Florida homeowners usually know that hurricanes and tropical storms are an unavoidable part of life. But some of the most vulnerable pieces of property during any storm are boats and personal watercraft that must usually face the weather directly. How can you ensure the best protection for your boats, no matter the circumstances or the storm? Discover six things to do.

1. Update Old Docks

The dock is a boat’s primary line of defense against storm surges, wind, and debris if it must remain in the water or is on a lift. How solid is your dock? Are wooden pilings or planks warped, rotten, or cracking? Do you find visible signs of mold, rust, or moss? Has it developed a distinct lean in the direction of tidal flow? Or has it just not had much maintenance over a long period?

Securing a boat to a dock that is unsteady gives you a false sense of security. However, with a strong dock using modern marine construction methods and technology, your boat can be at its safest when simply tied properly to its protective structure.

2. Enclose a Boathouse

Boathouses are great for protecting boats from the elements on a regular basis. They offer a roof to reduce sun and rain exposure, and they are a sturdy base for building a lift to reduce water exposure.

However, can you get more protection by enclosing your boat house more thoroughly? The simple addition of two or three side walls may not form a complete barrier against all wind or water surges, but it defends the boat against debris and wind more than a naked dock or lift.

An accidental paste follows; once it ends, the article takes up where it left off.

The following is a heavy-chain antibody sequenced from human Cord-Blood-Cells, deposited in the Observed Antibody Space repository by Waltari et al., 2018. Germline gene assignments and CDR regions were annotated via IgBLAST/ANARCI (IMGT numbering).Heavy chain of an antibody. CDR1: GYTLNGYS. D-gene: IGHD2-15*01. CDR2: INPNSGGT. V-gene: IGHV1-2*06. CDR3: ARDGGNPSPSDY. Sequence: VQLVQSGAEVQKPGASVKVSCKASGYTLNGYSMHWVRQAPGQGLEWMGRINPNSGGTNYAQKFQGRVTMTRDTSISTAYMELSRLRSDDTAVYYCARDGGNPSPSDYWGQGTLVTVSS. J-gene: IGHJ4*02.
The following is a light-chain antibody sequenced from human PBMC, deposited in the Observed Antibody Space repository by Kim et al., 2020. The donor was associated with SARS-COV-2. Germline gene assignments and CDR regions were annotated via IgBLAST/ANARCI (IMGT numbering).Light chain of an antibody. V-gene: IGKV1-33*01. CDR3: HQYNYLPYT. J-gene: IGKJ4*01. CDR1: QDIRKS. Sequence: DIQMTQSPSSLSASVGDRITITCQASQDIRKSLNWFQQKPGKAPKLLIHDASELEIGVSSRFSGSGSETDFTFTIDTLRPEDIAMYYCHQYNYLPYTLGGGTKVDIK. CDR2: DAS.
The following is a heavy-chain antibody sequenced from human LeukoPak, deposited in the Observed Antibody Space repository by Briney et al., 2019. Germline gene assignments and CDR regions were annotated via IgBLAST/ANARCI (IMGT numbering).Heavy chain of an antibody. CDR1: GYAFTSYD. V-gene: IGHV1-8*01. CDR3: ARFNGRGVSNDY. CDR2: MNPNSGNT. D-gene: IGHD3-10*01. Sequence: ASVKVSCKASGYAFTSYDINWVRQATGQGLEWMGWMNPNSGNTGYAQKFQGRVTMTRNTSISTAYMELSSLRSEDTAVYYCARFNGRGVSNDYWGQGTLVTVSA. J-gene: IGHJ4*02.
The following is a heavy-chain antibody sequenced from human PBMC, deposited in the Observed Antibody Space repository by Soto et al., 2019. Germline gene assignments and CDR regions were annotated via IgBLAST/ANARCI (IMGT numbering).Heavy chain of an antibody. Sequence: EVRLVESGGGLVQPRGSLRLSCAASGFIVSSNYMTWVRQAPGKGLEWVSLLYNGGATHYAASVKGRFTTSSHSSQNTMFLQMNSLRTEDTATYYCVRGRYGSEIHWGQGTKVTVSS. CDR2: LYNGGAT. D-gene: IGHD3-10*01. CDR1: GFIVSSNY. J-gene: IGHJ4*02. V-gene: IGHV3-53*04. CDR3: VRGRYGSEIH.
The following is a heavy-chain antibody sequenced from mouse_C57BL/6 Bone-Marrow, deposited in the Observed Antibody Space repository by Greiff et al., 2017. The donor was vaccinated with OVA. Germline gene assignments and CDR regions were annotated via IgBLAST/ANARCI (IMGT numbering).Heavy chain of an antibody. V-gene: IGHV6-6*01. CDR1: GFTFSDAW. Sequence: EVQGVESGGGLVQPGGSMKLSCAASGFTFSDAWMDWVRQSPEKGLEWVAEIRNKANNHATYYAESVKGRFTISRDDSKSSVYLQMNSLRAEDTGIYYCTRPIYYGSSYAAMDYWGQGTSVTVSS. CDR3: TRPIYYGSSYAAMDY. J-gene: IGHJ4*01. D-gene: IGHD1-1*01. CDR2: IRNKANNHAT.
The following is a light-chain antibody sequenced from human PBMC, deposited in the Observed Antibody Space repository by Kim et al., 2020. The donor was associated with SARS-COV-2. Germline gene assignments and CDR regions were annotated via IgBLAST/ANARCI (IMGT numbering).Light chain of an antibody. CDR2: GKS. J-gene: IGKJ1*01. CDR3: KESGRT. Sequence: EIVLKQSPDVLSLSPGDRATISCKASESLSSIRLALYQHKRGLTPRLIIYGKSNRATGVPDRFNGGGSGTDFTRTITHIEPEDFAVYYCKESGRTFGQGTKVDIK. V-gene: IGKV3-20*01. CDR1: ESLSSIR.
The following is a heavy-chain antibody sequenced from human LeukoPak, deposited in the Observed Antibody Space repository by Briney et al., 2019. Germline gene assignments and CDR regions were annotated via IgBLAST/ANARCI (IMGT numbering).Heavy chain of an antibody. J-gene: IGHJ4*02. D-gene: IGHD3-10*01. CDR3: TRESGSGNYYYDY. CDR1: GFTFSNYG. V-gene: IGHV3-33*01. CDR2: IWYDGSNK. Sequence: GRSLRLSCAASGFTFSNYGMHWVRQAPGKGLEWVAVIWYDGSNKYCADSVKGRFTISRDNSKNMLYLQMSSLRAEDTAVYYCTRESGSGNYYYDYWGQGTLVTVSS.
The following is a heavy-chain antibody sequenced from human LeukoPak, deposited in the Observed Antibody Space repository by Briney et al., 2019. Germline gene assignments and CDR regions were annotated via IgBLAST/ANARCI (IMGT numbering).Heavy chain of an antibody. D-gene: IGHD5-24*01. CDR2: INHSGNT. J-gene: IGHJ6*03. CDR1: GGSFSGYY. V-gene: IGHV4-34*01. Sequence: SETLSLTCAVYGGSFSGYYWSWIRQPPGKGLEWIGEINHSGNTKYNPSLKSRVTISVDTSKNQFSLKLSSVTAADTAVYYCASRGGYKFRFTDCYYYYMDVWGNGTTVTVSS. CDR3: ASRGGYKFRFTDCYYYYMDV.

3. Consider a Floating Dock

A floating dock can be a good alternative to fixed docks, depending on your specific geography and boats. Unlike fixed docks, of course, a floating dock rises and falls with the water surge — bringing your secured boat along for the ride. This means less risk of flooding damage from rising water and an easier time securing watercraft.

However, the pilings of the floating dock must be higher than the expected storm surge. You can’t always foretell the details of a particular storm, though, so the best preparation is to consult with local marine construction professionals with experience in your area’s common storm conditions.

4. Add Security to Lifts

If you use a boat lift during storms, add quality upgrades designed specifically to help keep the boat in place during wind and rain events.

For instance, cleats sunk solidly into the dock itself are a good base for securing boats with additional taut lines. You also need a safe place to store all the equipment and accessories you can strip from the boat before the storm — and possibly even the lift’s motor and gear box. And perhaps add additional security features like pilings for extra strapping and I-beams as a backup against cables snapping.

5. Check Your Moorings

As with aging docks and water-damaged pilings, aging moorings provide a false sense of security. At its best, a good mooring may provide equal or better protection for many boats than a traditional fixed dock. The primary reason? The boat moves and swings with the wind and tides rather than working against them. But this is all predicated on the mooring itself being up to the task.

Regularly inspect your mooring and its chain to determine their condition. And consider upgrading the type of mooring, such as from a mushroom or deadweight to a helix anchor, to increase its resistance in extreme weather and take advantage of improvements in the technology.

Do you want help ensuring the best protection for all your valuable watercraft? No matter what type of facilities you have or what challenges you face, start by meeting with the marine construction pros at Abbotts’ Construction Services, Inc. For more than 35 years, we’ve assisted boat owners throughout Florida with all their storm protection needs. Call today to get answers to your questions or schedule an appointment.